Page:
Tuesday, June 28, 2016

Imagination Cultivation


Every writer, whether writing fiction, non-fiction or poetry, needs a pretty active imagination. Most of us always find ourselves observing something, or someone, and wondering what is going on behind the scene. Don't you?

Long ago and far away–when I was working in the "9 to 5" world in Las Vegas–my evening commute home was between 4:00-5:00 pm, depending on when I left the office. One particular traffic stop was the intersection of Flamingo Ave. and "The Strip" - that is, Las Vegas Blvd. South. This is one of the busiest intersections of the entire "Strip" and the traffic light was red a bit longer than normal - whatever normal is. Mind you, this was before they constructed the walkways that go over the street, so the pedestrians crossed in front of us stopped at the light.

My imagination went into over-drive as I watched people from all over the world cross in front of me. Six to eight people deep, crowded heel-to-toe as they made their way to the other corner. Some moved leisurely, some were in a hurry; some talked to companions, others were alone; some had cameras and would stop, willy-nilly, in the middle of the crosswalk to snap a picture; others were busy talking into their cell phones, gesticulating as they walked, oblivious to anyone or anything around them.

What a rich source of ideas and 'what-if's' this mass of humanity presented. Where were they from? Were they happy? What was their home-life like? What was that blonde gal saying to her companion? Did they have children? Oh, some obviously did, as they pushed strollers and carried toddlers on their shoulders.

Not all were tourists. Some were there on business, others for one of the hundreds of conventions held in Vegas annually. Some were, undoubtedly, locals doing some shopping, or going to one of the many restaurants or shows in the hotels along this famous road.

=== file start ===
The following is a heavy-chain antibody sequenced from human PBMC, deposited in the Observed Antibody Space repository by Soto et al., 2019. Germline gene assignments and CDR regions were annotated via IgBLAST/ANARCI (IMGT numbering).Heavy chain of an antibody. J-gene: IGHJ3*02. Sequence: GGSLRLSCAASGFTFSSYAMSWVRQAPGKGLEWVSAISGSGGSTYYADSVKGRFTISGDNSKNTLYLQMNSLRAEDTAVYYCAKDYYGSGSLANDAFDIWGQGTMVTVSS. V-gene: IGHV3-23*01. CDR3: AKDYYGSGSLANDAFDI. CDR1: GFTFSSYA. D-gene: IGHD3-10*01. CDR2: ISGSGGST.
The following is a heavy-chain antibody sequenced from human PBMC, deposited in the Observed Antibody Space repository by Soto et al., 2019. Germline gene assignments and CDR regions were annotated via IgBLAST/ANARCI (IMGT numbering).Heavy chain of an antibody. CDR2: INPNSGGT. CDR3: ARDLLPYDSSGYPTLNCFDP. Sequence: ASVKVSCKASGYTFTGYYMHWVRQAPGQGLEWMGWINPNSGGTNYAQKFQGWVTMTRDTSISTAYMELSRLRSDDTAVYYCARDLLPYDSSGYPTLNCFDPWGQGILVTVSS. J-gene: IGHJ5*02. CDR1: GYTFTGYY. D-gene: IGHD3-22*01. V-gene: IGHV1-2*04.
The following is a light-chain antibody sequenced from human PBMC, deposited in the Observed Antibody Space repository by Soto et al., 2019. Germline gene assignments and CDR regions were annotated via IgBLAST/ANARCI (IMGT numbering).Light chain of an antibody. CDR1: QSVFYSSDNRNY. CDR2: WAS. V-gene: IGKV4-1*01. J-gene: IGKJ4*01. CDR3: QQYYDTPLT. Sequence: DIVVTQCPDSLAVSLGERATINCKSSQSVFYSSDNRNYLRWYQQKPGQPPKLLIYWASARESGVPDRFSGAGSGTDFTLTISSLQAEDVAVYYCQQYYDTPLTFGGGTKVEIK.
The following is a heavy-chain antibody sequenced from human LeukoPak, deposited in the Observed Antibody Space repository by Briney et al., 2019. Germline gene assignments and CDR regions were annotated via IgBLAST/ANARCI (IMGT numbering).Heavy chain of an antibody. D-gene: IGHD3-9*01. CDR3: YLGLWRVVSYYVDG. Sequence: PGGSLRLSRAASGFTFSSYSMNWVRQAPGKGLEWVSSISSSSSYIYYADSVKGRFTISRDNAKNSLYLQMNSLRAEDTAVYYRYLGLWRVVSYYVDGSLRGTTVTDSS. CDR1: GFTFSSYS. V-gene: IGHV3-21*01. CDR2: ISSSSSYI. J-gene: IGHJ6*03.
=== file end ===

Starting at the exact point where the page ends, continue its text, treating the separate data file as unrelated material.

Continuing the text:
Yes, people-watching is one of the richest sources for generating ideas and jogging the ol' imagination into gear. It is also great fun.

But, there are other things to help the writer's imagination along:

1. Spend some time outdoors, communing with God. Just sit quietly and listen, feel, smell, sense what surrounds you.

2. Read. Read. Read. Get the best books written in the genre you wish to pursue, or get how-to books about your particular writing interest. Read a variety of other types of books, not just your own genre. Nothing stimulates the imagination like a good book, well written, regardless of genre. Read the classics.

3. Take time to just think. Concentrate on your inner thoughts. Make the time each day to do this
4. Listen to random conversations around you. The couple in the booth behind you at the restaurant
. The kids on the seat behind you on the plane. You may not hear the entire conversation, and what you do hear might not make a lot of sense, but this will give you a feel for the dialog, mannerisms, vocabulary that is being used.

5. Work to keep your motivation high. When things begin to wane, go out and get some fresh air, gather some fresh impressions, and then get back to work.

6. Hang on to your sense of humor! Don't allow frustration to rob you of that keen appreciation of the absurd and ridiculous. Laughter is, after all, the best medicine of all.

What about you? Writer or otherwise, what triggers your mind’s imagination?

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